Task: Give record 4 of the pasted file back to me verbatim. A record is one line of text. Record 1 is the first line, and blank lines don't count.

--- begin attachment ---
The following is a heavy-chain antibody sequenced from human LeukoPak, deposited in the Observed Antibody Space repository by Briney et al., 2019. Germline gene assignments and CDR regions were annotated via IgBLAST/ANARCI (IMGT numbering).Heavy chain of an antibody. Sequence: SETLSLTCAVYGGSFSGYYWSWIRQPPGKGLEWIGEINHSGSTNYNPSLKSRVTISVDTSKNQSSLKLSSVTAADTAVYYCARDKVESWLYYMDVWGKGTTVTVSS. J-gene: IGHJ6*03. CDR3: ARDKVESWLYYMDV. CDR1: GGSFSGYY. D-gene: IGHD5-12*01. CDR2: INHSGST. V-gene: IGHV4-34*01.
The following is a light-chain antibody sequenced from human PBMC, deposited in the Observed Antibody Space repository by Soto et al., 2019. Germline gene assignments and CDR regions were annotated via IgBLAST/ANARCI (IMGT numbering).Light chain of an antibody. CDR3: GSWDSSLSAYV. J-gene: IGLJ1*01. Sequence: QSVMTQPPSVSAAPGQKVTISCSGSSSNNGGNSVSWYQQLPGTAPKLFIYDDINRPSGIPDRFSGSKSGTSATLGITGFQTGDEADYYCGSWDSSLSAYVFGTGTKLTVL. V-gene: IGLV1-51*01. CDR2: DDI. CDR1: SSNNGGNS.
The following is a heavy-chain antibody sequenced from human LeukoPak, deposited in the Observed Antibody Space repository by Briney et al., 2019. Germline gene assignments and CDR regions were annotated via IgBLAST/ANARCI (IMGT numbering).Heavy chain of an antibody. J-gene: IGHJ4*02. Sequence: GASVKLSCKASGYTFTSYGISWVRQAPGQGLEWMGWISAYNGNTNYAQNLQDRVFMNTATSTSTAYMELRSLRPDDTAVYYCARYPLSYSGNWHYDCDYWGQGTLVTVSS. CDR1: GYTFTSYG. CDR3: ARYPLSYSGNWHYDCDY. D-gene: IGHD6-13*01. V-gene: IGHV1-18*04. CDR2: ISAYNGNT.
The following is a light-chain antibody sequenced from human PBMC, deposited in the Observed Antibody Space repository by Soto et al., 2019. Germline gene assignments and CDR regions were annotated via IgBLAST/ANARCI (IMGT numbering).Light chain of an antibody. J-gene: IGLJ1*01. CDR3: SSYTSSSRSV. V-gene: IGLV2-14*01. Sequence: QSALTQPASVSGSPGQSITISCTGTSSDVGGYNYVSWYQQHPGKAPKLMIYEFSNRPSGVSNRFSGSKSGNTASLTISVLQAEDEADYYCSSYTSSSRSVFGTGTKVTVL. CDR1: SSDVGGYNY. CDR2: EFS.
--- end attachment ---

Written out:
The following is a light-chain antibody sequenced from human PBMC, deposited in the Observed Antibody Space repository by Soto et al., 2019. Germline gene assignments and CDR regions were annotated via IgBLAST/ANARCI (IMGT numbering).Light chain of an antibody. J-gene: IGLJ1*01. CDR3: SSYTSSSRSV. V-gene: IGLV2-14*01. Sequence: QSALTQPASVSGSPGQSITISCTGTSSDVGGYNYVSWYQQHPGKAPKLMIYEFSNRPSGVSNRFSGSKSGNTASLTISVLQAEDEADYYCSSYTSSSRSVFGTGTKVTVL. CDR1: SSDVGGYNY. CDR2: EFS.